The Collegian
Sunday, December 10, 2023

Voice of reason: a guide to campus etiquette V

Walking to class at 7:30 a.m. can be a pretty solitary experience. It's often cold (especially this winter), and usually the only other humans we see are a few class-goers. Oh, and a lot of athletes, many of whom started their days between 5 a.m. and 6 a.m., before the sun got up.

There are hundreds of student-athletes at the University of Richmond, and 19 Division I teams, many of which have exceptional records. The football team might be the only team to have won a national championship, but it's certainly not the only team that's brought trophies and recognition home to Richmond.

In addition to football's 2009 conference co-championship and NCAA run, the field hockey team won the Atlantic 10 title and appeared in the NCAA championship tournament, the swimming team has won eight of the last nine A-10 titles and this year may send as many as four swimmers to the NCAAs and the men's basketball team is waiting to learn whether its future also brings an A-10 title or NCAA tournament appearance.

None of these things come easy, and Richmond's athletes are putting in the work. Year-round, 20 to 30 hours a week, athletes are running, lifting, practicing and watching videos. I would never claim every Spider athlete is an upstanding citizen, but every Spider athlete is committed to a sport that undoubtedly demands the majority of his or her time and energy.

And, like it or not, when Richmond's athletes compete, they wear Spider uniforms that represent the entire school. Many Richmond students use their academic pursuits and their extracurricular activities to make a difference throughout the country and around the world, but when it comes down to it, in many circumstances, the traveling faces of the university are those of athletes.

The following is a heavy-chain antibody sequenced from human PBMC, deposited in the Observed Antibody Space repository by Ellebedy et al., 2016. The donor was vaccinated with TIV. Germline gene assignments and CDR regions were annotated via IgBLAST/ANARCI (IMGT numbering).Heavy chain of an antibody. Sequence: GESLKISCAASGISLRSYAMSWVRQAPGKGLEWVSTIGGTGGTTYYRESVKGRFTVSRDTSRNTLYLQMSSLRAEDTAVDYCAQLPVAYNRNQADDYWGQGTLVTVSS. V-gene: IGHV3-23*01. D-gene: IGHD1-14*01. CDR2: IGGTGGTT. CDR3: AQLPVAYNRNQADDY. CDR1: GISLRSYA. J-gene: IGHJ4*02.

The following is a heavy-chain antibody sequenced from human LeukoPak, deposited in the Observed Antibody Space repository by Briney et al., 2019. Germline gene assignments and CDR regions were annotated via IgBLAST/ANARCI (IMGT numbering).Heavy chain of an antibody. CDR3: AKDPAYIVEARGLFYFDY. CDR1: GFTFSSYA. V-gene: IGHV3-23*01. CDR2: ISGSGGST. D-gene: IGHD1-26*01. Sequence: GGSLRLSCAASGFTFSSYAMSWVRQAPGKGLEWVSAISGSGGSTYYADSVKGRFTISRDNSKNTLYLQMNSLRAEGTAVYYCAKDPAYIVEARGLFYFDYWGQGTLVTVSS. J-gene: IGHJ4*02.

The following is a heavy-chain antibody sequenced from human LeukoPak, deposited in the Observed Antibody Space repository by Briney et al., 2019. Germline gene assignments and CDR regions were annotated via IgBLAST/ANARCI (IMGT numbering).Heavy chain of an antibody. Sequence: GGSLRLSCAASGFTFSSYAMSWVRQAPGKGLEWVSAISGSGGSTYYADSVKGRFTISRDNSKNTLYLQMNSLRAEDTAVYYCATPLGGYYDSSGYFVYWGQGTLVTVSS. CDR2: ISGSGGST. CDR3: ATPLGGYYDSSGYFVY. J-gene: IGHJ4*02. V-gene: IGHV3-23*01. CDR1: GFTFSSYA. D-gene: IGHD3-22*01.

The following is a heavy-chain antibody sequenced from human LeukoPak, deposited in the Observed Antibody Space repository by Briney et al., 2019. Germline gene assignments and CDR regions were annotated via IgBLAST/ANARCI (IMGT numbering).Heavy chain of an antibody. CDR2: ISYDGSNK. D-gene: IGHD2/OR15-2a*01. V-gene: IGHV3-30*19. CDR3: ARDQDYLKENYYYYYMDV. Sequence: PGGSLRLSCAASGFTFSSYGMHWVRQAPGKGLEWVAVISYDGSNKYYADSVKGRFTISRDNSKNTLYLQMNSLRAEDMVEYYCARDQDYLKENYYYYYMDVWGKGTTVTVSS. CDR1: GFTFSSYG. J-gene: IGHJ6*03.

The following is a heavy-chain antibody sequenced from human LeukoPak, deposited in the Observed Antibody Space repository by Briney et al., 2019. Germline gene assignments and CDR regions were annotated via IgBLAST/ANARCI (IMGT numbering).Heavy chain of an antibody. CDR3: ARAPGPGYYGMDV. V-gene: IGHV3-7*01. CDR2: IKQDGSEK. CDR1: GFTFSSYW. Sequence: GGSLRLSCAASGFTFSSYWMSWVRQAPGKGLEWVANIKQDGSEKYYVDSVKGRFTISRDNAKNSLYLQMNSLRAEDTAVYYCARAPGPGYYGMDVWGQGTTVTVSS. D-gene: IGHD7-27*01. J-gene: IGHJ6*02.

Coming from an athlete, here are some tips for improving your etiquette when you find yourself near, on or in athletic fields and facilities.

No. 1 - Don't use the fields or turf as a party site (and don't leave your beer cans).

After countless parties spent cooped up in apartments or dorm rooms, there's something appealing about a wide-open space - especially an Astroturf field that won't muddy our party shoes - but let's take it somewhere else.

At least one team spends its sweat and blood on that turf, rain and shine. As a field hockey player, I sometimes spent more hours on Crenshaw Field in a day than I spent sleeping that night. Although we athletes respect the right to party where you please, there is something maddening about spending time clearing beer cans and broken rusty chairs from a field at 6 a.m., and then running miles of sprints.

No. 2 - Don't vandalize, deface or steal equipment, signs or property.

Aside from all the above being illegal, it's just not considerate. It's frustrating to have your car scratched or your license plates thieved. It's frustrating to have our golf carts stolen and our signs spray painted.

No. 3 - Don't walk across fields during practices or games.

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As much as we'd love a moment to recover during workouts, please don't walk across the fields while they're in use unless you're bringing snow cones (on a hot day) or hot chocolate (on a cold day). In addition to the disrespect of walking through practice, you may be walking into a firing zone. I've heard that teams at some universities (including coaches) stop practice to throw things at trespassers.

Division I sports aren't casual - such that athletes don't mind a Frisbee or two floating through practice - they're hardcore. The Richmond Spiders are hardcore. Please don't desecrate our sacred playing fields.

No. 4 - DO go to watch competitions!

Although students sometimes complain about athletes taking up the center section of the dining hall, wearing sweats to every class and unnecessarily driving across campus, we put on a pretty good show. Richmond's athletic teams compete with and rank among the best in the nation. Such high-level athletics will never be as easily accessible to you as they are now. Whether you know all the rules or still don't know that field hockey is played with a ball and not a puck, college sports are a spectacle worth watching.

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